cancer cell lines and when tested against 5 selected fungi, 4 selected gram (+ve) and 7 selected gram (-ve) bacteria, showed very low inhibition. Other
minor sterols have been indicated from the non-polar fractions as well. Additionally, compounds containing the cerebroside core (2) with varying levels
of oxidation were identified in the polar extracts. Cerebrosides have been known to exhibit moderate antifungal activity against Mortierella remanniana
and cytotoxicity towards P388 murine leukemia cells.4It is the aim of this study to test extracts and compounds for their anti-insecticidal properties,
in the hope of unearthing novel and interesting compounds that will be of great economic significance in the pharmaceutical industry, as well as the
agricultural sector in Jamaica.
O
18
2'
m
1'
19
13 17
11
1
9 8
10
HO
3
14
5
7
6
O
1
O
NH
HO
O
O
OH 1"
HO
3"
OH
5"
3
1
OH
n
2
Reference:
1. Schmitz, F. J.; Helm, D. van der; Bilayet Hossain, M.; Gopichand, Y.; Prasad, R. S. Acanthifolic Acid - New Anti-Tumor and Antibiotic Agent. 4,314,057, 1982.
2. Tachibana, K.; Scheuer, P. J.; Tsukitani, Y.; Kikuchi, H.; Van Engen, D.; Clardy, J.; Gopichand, Y.; Schmitz, F. J. Okadaic Acid, a Cytotoxic Polyether from Two
Marine Sponges of the Genus Halichondria. J. Am. Chem. Soc. 1981, 103 (9), 2469–2471.
3. Gopichand, Y.; Schmitz, F. J. Two Novel Lactams from Marine Sponge Halichondria Melanodocia. J. Org. Chem. 1979, 44 (26), 4995–4997.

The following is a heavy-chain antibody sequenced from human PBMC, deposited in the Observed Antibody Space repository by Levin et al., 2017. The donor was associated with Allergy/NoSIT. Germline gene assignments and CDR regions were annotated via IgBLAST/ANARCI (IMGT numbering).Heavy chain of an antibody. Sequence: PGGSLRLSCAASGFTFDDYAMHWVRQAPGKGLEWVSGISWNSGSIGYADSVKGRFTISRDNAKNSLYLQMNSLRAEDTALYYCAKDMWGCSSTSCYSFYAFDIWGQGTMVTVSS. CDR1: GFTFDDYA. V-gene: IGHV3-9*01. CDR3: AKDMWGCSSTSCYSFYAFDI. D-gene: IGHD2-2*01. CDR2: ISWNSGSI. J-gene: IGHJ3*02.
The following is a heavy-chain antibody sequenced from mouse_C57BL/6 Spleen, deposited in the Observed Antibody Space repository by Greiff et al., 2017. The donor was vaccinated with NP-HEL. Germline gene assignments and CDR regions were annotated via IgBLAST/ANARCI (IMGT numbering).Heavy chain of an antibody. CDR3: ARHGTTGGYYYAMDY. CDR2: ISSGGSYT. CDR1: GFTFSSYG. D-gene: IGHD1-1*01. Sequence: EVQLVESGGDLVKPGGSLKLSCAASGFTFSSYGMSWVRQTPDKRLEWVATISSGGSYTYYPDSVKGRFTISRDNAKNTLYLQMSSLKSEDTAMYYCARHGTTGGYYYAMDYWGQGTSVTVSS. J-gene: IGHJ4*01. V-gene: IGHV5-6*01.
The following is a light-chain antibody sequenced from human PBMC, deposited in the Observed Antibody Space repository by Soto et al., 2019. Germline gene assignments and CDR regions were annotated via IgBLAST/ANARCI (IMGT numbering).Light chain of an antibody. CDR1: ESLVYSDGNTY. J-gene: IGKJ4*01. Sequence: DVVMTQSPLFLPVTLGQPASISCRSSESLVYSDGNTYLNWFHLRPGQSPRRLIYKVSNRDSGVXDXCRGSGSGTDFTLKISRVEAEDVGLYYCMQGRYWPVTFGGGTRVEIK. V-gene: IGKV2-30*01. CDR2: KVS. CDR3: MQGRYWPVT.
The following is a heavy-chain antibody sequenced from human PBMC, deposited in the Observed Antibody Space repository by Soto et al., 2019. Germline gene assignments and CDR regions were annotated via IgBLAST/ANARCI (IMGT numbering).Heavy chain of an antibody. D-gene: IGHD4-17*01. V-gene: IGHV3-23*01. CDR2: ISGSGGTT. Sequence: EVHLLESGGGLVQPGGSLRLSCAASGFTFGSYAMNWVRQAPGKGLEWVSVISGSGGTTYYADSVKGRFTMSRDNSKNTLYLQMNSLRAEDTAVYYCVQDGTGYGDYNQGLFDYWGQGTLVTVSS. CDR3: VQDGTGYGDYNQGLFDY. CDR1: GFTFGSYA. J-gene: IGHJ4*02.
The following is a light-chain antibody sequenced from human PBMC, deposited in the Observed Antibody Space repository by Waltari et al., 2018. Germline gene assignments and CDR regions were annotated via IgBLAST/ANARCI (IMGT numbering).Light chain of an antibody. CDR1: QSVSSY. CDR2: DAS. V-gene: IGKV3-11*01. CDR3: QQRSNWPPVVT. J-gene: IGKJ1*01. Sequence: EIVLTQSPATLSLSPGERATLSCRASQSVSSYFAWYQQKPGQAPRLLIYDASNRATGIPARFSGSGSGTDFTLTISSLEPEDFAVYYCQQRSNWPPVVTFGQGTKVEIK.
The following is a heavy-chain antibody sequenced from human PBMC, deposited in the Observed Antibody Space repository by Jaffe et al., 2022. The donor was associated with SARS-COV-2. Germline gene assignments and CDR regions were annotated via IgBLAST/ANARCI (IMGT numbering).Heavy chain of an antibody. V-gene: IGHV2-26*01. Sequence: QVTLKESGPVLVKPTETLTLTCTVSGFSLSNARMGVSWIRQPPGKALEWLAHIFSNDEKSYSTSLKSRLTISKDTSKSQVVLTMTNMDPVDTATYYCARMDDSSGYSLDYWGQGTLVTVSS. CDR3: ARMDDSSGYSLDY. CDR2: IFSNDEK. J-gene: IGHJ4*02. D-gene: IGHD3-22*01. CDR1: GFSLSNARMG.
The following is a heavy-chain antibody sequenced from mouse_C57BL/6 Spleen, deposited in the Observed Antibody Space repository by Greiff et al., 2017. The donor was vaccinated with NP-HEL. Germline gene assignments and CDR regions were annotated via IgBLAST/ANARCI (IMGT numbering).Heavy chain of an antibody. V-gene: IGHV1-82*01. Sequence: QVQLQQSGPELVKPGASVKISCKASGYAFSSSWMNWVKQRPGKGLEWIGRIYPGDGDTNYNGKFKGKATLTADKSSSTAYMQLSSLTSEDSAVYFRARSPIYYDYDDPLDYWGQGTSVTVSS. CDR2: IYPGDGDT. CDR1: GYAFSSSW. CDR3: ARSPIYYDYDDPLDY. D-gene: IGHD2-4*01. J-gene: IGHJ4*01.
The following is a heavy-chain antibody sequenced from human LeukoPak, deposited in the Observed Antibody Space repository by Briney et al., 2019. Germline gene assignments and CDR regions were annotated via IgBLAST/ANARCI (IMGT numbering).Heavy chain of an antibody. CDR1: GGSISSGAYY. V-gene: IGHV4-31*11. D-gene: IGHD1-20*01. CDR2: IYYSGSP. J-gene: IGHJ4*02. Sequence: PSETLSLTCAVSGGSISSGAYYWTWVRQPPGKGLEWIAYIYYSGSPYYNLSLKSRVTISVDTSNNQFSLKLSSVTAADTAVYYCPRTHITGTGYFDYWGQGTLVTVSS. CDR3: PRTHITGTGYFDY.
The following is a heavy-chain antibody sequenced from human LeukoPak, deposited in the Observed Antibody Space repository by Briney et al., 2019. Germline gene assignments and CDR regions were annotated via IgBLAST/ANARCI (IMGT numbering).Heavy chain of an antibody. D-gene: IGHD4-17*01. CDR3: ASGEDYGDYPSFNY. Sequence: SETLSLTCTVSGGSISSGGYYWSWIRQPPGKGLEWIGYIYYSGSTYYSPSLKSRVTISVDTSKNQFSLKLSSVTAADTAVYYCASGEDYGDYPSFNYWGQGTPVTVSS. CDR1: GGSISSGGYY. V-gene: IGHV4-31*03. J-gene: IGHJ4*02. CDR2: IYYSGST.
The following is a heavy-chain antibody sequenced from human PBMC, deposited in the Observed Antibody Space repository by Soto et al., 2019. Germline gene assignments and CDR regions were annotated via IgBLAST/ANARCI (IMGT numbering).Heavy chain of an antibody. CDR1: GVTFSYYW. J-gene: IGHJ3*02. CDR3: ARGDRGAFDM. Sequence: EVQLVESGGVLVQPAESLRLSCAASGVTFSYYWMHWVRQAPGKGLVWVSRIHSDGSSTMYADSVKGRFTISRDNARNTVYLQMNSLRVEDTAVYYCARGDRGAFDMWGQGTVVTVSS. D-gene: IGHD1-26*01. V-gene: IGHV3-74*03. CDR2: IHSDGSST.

4. Li, H.; Matsunaga, S.; Fusetani, N. Halicylindrosides, Antifungal and Cytotoxic Cerebrosides from the Marine Sponge Halichondria Cylindrata. Tetrahedron
1995, 51 (8), 2273–2280.
44
THE MONA SYMPOSIUM
Poster #10
GLYCEMIC INDEX OF FRUITS COMMONLY CONSUMED IN JAMAICA
Ryan D. Francis, Perceval S. Bahado-Singh, Ann Marie Smith, Andrew O. Wheatley, and Helen N. Asemota
The Biotechnology Centre, Faculty of Science and Technology, Department of Basic Medical Sciences (Biochemistry Section), Faculty of Medical
Sciences, University of the West Indies Mona and Scientific Research Council, Kingston. Jamaica
Fruits should form an essential part of every diet for their complex carbohydrates, dietary fiber and micronutrients. Diabetic patients are reluctant in
consuming fruits because they are sweet and they believe that sweetness is directly correlated to increase blood sugar. The present study investigated
the glycemic index (GI) of commonly available and consumed fruits in Jamaica.
Poster #11
CHARACTERISATION OF THE BIOACTIVE COMPOUNDS FOUND IN JAMAICAN PLANT
MALLONTONIA GNAPHALODES
Coniel Roye and Winklet Gallimore
Department of Chemistry, University of the West Indies, Jamaica Mona, Kingston 7, Jamaica
Mallontonia gnaphalodes is a broad leathery green leaf shrub found on the coastal regions of the Caribbean. While work has been done on the extract
to evaluate its bioactivity; there has been a limited amount of work done on the isolation of the compounds responsible for the various bioactive
properties exhibited by this shrub.
The aim of the research is to isolate, purify and characterize the compounds in Mallontonia gnaphalodes responsible for its antibacterial and insecticidal
properties. The research will also look at the feasibility of formulating an organic insecticide from the compounds.